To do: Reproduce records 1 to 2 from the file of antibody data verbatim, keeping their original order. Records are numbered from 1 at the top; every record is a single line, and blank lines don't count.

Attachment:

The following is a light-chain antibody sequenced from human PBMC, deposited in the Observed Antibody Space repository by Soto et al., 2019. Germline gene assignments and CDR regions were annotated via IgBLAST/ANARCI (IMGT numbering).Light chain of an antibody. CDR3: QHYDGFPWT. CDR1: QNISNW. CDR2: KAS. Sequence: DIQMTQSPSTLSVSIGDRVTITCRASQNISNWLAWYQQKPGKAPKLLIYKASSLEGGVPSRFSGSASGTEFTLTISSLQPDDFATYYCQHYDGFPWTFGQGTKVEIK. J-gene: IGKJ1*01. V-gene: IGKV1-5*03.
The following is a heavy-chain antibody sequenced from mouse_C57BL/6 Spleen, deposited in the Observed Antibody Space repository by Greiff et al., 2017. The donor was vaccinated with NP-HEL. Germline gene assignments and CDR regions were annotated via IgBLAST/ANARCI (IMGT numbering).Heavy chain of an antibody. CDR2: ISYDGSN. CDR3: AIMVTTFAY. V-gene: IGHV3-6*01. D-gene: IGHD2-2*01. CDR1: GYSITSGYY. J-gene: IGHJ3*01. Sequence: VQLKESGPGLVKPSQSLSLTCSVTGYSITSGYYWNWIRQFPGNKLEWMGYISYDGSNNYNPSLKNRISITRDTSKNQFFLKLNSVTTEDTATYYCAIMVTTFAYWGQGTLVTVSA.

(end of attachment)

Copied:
The following is a light-chain antibody sequenced from human PBMC, deposited in the Observed Antibody Space repository by Soto et al., 2019. Germline gene assignments and CDR regions were annotated via IgBLAST/ANARCI (IMGT numbering).Light chain of an antibody. CDR3: QHYDGFPWT. CDR1: QNISNW. CDR2: KAS. Sequence: DIQMTQSPSTLSVSIGDRVTITCRASQNISNWLAWYQQKPGKAPKLLIYKASSLEGGVPSRFSGSASGTEFTLTISSLQPDDFATYYCQHYDGFPWTFGQGTKVEIK. J-gene: IGKJ1*01. V-gene: IGKV1-5*03.
The following is a heavy-chain antibody sequenced from mouse_C57BL/6 Spleen, deposited in the Observed Antibody Space repository by Greiff et al., 2017. The donor was vaccinated with NP-HEL. Germline gene assignments and CDR regions were annotated via IgBLAST/ANARCI (IMGT numbering).Heavy chain of an antibody. CDR2: ISYDGSN. CDR3: AIMVTTFAY. V-gene: IGHV3-6*01. D-gene: IGHD2-2*01. CDR1: GYSITSGYY. J-gene: IGHJ3*01. Sequence: VQLKESGPGLVKPSQSLSLTCSVTGYSITSGYYWNWIRQFPGNKLEWMGYISYDGSNNYNPSLKNRISITRDTSKNQFFLKLNSVTTEDTATYYCAIMVTTFAYWGQGTLVTVSA.